There’s homework that I have to do in future, something that I’ve been asked to add into my regular activities, and I need to talk to my wife about it. But once this starts up, I’ll be tackling one of my panic-inducing situations head on so it hopefully won’t be panic-inducing anymore. Wish me luck.

Fight! Fight! Fight!

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Okay, not really, the fight was Sunday. Therapy was today, and that’s what we talked about the majority of the time.

I was honest that I couldn’t remember what started the fight. I couldn’t at the end of the day Sunday, and I’m even more clueless about it today. I think it was me reacting poorly to something that my wife said, and she got frustrated at me putting myself down, and I got defensive about that, and she got more frustrated, and then I started getting frustrated, and the next thing you know we were yelling at one another’s symptoms again.

Our fights tend to follow a pretty cut and dried format. Once we’re actually fighting, almost always following the pattern above, we will move rapidly from topic to topic. Topic A is directly relevant to topic B, which is directly relevant to topic C, and so on – but topic A hardly ever has a thing to do with topic C. This is why we think that we can’t ever remember the thing that started the fight – we get so distracted from the original argument that we never can remember how to get back to it to resolve it, and so we individually sit and seethe all day, knowing that we haven’t resolved anything and are very prone to getting right back into the thick of arguing and fighting.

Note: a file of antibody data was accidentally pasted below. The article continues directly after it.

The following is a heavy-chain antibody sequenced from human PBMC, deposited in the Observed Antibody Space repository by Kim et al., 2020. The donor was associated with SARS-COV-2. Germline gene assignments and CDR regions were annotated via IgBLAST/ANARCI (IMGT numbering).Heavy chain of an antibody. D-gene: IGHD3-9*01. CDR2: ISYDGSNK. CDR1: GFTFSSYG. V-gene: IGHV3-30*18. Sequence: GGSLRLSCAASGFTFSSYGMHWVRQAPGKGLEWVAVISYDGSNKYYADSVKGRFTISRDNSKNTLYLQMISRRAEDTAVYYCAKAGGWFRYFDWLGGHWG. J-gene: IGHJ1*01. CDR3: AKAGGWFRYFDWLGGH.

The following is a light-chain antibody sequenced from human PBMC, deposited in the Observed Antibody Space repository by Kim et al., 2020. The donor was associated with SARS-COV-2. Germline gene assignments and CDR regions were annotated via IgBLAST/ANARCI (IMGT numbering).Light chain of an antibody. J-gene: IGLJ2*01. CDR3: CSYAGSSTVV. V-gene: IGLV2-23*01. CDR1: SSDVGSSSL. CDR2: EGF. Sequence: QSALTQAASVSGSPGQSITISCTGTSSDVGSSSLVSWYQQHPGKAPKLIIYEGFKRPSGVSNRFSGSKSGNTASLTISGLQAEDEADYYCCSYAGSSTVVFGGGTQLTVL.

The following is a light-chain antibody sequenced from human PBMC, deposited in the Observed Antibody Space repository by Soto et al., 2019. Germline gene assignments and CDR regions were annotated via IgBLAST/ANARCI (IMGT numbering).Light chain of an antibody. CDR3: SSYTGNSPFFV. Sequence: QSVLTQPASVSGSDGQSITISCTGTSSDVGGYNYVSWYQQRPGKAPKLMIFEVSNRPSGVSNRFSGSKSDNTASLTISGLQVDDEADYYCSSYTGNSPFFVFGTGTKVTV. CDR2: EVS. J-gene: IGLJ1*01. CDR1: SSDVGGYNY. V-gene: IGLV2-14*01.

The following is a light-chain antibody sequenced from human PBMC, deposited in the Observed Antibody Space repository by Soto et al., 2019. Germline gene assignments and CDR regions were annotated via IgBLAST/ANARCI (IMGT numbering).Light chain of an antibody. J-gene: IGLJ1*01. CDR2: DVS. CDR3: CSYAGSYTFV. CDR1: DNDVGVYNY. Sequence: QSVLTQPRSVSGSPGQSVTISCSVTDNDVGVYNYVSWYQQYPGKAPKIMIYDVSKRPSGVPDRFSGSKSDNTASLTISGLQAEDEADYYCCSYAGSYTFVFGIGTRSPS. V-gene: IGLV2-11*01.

It’s important to note that we hardly ever have a rational argument, much less a fight. I can count on one hand the number of rational, lucid fights that we’ve had in 17 years. It just doesn’t hardly ever happen. My therapist understood the issue about our symptoms fighting one another though, so that was a good thing.

We arrived at two realizations, that kind of go hand in hand. Generally when we fight, we’re each trying desperately to fix the complaint that the other person has, rather than trying to reflect their emotional state back to them. An example of this would be “It seems like you’re feeling really down on yourself, do you have any idea why?” The other part of this is that when we argue, we don’t need to be right, although we’ve erroneously thought that was the case for me most of the time. We need to understand what the other person is experiencing.

It was recommended that the next time we have a fight, we stop for a moment at the beginning and ask ourselves “What is it that I need to understand about you and what you’re experiencing right now?”